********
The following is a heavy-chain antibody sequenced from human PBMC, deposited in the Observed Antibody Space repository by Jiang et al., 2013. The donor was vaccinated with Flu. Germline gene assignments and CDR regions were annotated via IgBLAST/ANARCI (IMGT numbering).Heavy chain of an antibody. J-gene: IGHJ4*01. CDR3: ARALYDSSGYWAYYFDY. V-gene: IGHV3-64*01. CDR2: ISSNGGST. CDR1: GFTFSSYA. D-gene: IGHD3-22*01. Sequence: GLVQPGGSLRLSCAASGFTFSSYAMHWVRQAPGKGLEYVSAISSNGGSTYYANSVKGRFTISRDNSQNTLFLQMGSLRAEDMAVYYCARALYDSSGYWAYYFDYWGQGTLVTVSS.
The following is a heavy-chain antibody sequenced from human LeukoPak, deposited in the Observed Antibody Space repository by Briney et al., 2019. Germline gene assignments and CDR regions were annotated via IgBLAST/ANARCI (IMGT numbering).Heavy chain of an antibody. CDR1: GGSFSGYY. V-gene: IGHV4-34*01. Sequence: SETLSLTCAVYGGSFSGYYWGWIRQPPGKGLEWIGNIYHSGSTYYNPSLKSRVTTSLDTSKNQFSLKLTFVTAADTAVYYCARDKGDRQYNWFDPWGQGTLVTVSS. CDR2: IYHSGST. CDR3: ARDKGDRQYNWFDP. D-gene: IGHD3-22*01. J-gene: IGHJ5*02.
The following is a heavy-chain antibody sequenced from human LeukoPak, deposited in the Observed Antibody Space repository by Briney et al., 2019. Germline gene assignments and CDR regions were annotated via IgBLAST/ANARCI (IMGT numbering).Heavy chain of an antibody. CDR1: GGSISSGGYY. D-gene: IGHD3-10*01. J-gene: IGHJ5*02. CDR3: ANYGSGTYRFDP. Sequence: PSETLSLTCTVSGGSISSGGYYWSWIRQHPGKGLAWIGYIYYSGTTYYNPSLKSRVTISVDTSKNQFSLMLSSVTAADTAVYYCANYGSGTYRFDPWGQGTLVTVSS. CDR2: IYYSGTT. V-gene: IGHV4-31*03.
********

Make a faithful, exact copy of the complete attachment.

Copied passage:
The following is a heavy-chain antibody sequenced from human PBMC, deposited in the Observed Antibody Space repository by Jiang et al., 2013. The donor was vaccinated with Flu. Germline gene assignments and CDR regions were annotated via IgBLAST/ANARCI (IMGT numbering).Heavy chain of an antibody. J-gene: IGHJ4*01. CDR3: ARALYDSSGYWAYYFDY. V-gene: IGHV3-64*01. CDR2: ISSNGGST. CDR1: GFTFSSYA. D-gene: IGHD3-22*01. Sequence: GLVQPGGSLRLSCAASGFTFSSYAMHWVRQAPGKGLEYVSAISSNGGSTYYANSVKGRFTISRDNSQNTLFLQMGSLRAEDMAVYYCARALYDSSGYWAYYFDYWGQGTLVTVSS.
The following is a heavy-chain antibody sequenced from human LeukoPak, deposited in the Observed Antibody Space repository by Briney et al., 2019. Germline gene assignments and CDR regions were annotated via IgBLAST/ANARCI (IMGT numbering).Heavy chain of an antibody. CDR1: GGSFSGYY. V-gene: IGHV4-34*01. Sequence: SETLSLTCAVYGGSFSGYYWGWIRQPPGKGLEWIGNIYHSGSTYYNPSLKSRVTTSLDTSKNQFSLKLTFVTAADTAVYYCARDKGDRQYNWFDPWGQGTLVTVSS. CDR2: IYHSGST. CDR3: ARDKGDRQYNWFDP. D-gene: IGHD3-22*01. J-gene: IGHJ5*02.
The following is a heavy-chain antibody sequenced from human LeukoPak, deposited in the Observed Antibody Space repository by Briney et al., 2019. Germline gene assignments and CDR regions were annotated via IgBLAST/ANARCI (IMGT numbering).Heavy chain of an antibody. CDR1: GGSISSGGYY. D-gene: IGHD3-10*01. J-gene: IGHJ5*02. CDR3: ANYGSGTYRFDP. Sequence: PSETLSLTCTVSGGSISSGGYYWSWIRQHPGKGLAWIGYIYYSGTTYYNPSLKSRVTISVDTSKNQFSLMLSSVTAADTAVYYCANYGSGTYRFDPWGQGTLVTVSS. CDR2: IYYSGTT. V-gene: IGHV4-31*03.